Devotion to the divine – thoughts from Swami Shivabhaktananda
Swami Shivabhaktananda, director of the Sivananda Yoga Ashram in Val Morin Quebec, allowed us the opportunity to gain some insight and clarity on his outlook to devotion and spirituality. Growing up, Swami never understood the commonly accepted “Go to school – so you can get a job – so you can make money” approach to life. He could never fully grasp the idea of accepting money for his services, “I could never put a price on what I’m doing – I cannot charge because the value doesn’t exchange with money like that.”
Being from Brazil, Swami Shivabhaktananda had been practicing yoga at a local Sivananda yoga centre in Rio where he began to develop this sense of devotion and find his spirituality. “There was a centre close by my house, a Sivananda Centre – back in Rio – I started taking classes and slowly… helping out to clean the center and cooking and doing things here and there. I slowly developed a connection and started finding answers to the questions that I had.”
He quickly began to grow more and more connected to the organization and its teachings. He had a strong interest in the philosophy of yoga. This led him to take his teacher training course. After having taken the course, Swami made a decision, “I joined the center as permanent staff – that’s the life I wanted to live.”
When asked about devotion and the personal connection he has with his chosen path, Swami spoke of his Guru. Swami Vishnudevananda, disciple of Swami Sivananda, both paved the way, and Swami Shivabhaktananda has learned from their examples. Throughout their lives, they showed great strength and courage when it came to struggles and hardships. They devoted their lives to not only helping, but also teaching others the practice of spirituality.
Although difficult to put into words, Swami tried to explain this feeling of devotion. “…if something touches me deep inside, as in, it went beyond my own mind and my own control…it is coming from deep within me, you can’t avoid it – you can’t…when you feel it, you will know – that’s what it is.” Devotion can only be explained in words so far; like Swami has said it is an experience. There is no concrete term or definition, but when you experience this devotion, the doubt vanishes and a deeper and fuller understanding sets in.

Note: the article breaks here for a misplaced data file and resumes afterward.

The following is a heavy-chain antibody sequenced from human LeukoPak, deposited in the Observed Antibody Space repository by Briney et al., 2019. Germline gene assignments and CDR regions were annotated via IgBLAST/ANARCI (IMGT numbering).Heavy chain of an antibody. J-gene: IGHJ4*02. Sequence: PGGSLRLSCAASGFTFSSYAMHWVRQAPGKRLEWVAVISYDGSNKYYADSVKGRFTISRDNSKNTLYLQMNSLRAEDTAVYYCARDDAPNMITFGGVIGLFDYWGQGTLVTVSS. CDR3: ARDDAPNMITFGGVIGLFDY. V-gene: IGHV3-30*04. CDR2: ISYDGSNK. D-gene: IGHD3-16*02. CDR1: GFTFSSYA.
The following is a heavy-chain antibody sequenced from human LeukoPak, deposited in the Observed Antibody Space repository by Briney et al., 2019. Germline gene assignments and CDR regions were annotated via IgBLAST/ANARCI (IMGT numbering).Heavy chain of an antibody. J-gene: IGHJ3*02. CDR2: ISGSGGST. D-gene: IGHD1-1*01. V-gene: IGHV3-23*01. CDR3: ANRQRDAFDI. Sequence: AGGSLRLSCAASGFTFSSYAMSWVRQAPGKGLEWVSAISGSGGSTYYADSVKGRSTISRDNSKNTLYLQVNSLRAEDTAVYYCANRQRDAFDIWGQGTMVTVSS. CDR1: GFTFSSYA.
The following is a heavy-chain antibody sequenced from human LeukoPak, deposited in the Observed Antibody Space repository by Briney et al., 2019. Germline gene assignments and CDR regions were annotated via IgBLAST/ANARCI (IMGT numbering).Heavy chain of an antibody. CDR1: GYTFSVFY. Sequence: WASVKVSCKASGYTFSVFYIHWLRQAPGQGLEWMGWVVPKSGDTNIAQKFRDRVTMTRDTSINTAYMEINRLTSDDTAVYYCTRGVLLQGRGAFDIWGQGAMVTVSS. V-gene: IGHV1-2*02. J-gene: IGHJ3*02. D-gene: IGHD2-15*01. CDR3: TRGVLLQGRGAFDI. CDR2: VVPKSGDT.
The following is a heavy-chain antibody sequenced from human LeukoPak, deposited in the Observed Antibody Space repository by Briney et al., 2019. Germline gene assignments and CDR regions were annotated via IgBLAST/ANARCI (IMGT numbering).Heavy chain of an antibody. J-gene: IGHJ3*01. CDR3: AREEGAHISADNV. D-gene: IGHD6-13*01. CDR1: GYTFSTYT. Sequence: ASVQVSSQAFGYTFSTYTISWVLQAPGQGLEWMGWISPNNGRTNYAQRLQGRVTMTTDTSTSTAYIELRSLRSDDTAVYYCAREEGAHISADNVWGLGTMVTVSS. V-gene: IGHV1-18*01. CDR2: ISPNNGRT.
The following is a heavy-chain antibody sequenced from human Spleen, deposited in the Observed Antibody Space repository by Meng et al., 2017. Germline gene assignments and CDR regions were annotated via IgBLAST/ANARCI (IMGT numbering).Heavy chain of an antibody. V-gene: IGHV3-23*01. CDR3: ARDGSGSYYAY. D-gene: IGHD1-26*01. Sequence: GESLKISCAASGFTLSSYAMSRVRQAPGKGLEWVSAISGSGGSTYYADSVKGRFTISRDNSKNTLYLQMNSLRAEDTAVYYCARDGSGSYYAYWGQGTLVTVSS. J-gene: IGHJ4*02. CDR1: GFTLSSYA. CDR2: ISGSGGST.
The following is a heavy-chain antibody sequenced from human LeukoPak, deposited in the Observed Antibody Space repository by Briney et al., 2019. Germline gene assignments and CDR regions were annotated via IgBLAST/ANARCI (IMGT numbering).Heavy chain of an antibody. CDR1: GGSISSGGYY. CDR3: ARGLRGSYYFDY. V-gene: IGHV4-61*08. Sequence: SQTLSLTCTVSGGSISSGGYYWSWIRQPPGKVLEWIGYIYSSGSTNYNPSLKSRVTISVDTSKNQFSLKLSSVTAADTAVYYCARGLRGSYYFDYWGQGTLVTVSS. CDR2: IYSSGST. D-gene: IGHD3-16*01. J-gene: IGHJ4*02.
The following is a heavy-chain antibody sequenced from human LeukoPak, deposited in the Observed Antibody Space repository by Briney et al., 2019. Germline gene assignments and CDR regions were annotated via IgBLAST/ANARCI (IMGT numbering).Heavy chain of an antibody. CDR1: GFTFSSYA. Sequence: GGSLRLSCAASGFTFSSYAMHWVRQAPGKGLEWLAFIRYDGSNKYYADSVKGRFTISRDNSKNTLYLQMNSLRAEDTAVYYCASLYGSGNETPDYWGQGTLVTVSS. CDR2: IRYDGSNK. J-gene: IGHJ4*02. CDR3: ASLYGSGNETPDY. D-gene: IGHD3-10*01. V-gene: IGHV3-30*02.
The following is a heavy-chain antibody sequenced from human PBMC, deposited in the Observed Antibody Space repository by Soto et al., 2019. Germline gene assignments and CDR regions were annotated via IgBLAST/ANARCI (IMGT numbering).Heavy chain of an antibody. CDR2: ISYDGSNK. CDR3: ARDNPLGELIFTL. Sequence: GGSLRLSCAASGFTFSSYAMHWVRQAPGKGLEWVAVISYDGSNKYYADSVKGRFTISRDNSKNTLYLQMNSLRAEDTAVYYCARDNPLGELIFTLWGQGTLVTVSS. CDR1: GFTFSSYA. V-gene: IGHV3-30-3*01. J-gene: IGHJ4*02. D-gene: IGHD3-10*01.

In this context, devotion is the connection to the Divine which is anywhere and everywhere. “For me, God can be any person sitting in front of me at any time.” Swami believes, “Devotion is an opening of the heart – connecting to something might make it easier…when you have a teacher…it is more presentable, something you might connect to in a simple way because you understand what the thing is – it’s more of a tool than an end.” This connection can come from anything. Whether it be a teacher, a concept, God or idea all of these function as a tool to connect to the Divine. It will guide you and make the path easier.
Swami went on to talk about Vedanta or yogic philosophy and how there are four paths of yoga. Swami Sivananda presented these as “the yoga of synthesis”. They are as follows: Karma Yoga, Bhakti Yoga, Raja Yoga, and Jnana Yoga.
Bhakti Yoga is known as the yoga of devotion. It includes practices like satsang, chanting, and different rituals that are part of any tradition. These practices work by bringing everyone’s consciousness to a higher level. Swami explained that during these practices it is nearly impossible to feel negative or be in a bad mood. “Whether you understand it or not, it’s so joyful that you feel that there’s something good there.”
Although we have many paths of yoga, Swami explained that there is no one isolated path. “Yoga is yoga – that’s just a way of categorizing the thing.” Each path leads into another and essentially all are leading to the same goal.
If you are new to spirituality, this all may seem very daunting and you may be sceptical. One thing yoga teaches us is to have our own experiences and understand for ourselves through these experiences. Put the teachings to the test and see what happens. But how do we best approach something like this? Start slow. If you are interested in a retreat, find one that aligns with what you desire to learn or sparks interest within you. You don’t need to follow strict guidelines or rules; your practice is your own and can take place wherever you are. Whether you practice from home, at work, in a studio, with a teacher, or without a teacher – it does not matter. Your practice will transcend into feelings of connection and peacefulness in whatever setting you are in.
“That is the beauty of all of this…you connect very quickly to people…anywhere we go, anyone we are, we always feel at home – there’s always that feeling that I’m safe. I’m with the people that are in tune with everything else – you’re in tune with everything and everything feels natural, there’s nothing that feels strange.”
It’s a lot like coming home. In a deeper, richer and more fulfilling way.
Swami Shivabhaktananda is the Director of the Sivananda Ashram Yoga Camp in Val-Morin, Québec, Canada. You can find more information about the Sivananda Ashram Yoga Camp on their Retreat Guru page or on their website: www.sivananda.org/.